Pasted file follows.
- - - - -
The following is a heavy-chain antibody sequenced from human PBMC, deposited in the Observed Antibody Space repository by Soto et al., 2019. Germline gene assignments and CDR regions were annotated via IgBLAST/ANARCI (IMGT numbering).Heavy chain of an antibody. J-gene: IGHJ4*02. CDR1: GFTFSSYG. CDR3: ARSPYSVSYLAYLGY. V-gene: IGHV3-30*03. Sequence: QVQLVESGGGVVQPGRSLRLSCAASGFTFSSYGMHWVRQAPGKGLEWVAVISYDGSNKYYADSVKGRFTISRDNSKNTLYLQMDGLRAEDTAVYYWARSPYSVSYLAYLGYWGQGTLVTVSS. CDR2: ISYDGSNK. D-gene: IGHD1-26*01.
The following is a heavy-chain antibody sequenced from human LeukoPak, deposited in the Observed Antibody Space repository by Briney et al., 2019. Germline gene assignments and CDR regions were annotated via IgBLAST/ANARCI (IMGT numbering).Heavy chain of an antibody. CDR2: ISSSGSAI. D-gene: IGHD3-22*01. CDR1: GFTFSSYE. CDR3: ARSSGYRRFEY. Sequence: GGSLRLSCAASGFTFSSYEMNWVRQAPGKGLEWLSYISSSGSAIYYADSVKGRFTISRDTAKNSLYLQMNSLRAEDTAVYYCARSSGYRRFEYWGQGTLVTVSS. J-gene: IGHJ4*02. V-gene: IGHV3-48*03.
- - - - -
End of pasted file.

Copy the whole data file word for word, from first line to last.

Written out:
The following is a heavy-chain antibody sequenced from human PBMC, deposited in the Observed Antibody Space repository by Soto et al., 2019. Germline gene assignments and CDR regions were annotated via IgBLAST/ANARCI (IMGT numbering).Heavy chain of an antibody. J-gene: IGHJ4*02. CDR1: GFTFSSYG. CDR3: ARSPYSVSYLAYLGY. V-gene: IGHV3-30*03. Sequence: QVQLVESGGGVVQPGRSLRLSCAASGFTFSSYGMHWVRQAPGKGLEWVAVISYDGSNKYYADSVKGRFTISRDNSKNTLYLQMDGLRAEDTAVYYWARSPYSVSYLAYLGYWGQGTLVTVSS. CDR2: ISYDGSNK. D-gene: IGHD1-26*01.
The following is a heavy-chain antibody sequenced from human LeukoPak, deposited in the Observed Antibody Space repository by Briney et al., 2019. Germline gene assignments and CDR regions were annotated via IgBLAST/ANARCI (IMGT numbering).Heavy chain of an antibody. CDR2: ISSSGSAI. D-gene: IGHD3-22*01. CDR1: GFTFSSYE. CDR3: ARSSGYRRFEY. Sequence: GGSLRLSCAASGFTFSSYEMNWVRQAPGKGLEWLSYISSSGSAIYYADSVKGRFTISRDTAKNSLYLQMNSLRAEDTAVYYCARSSGYRRFEYWGQGTLVTVSS. J-gene: IGHJ4*02. V-gene: IGHV3-48*03.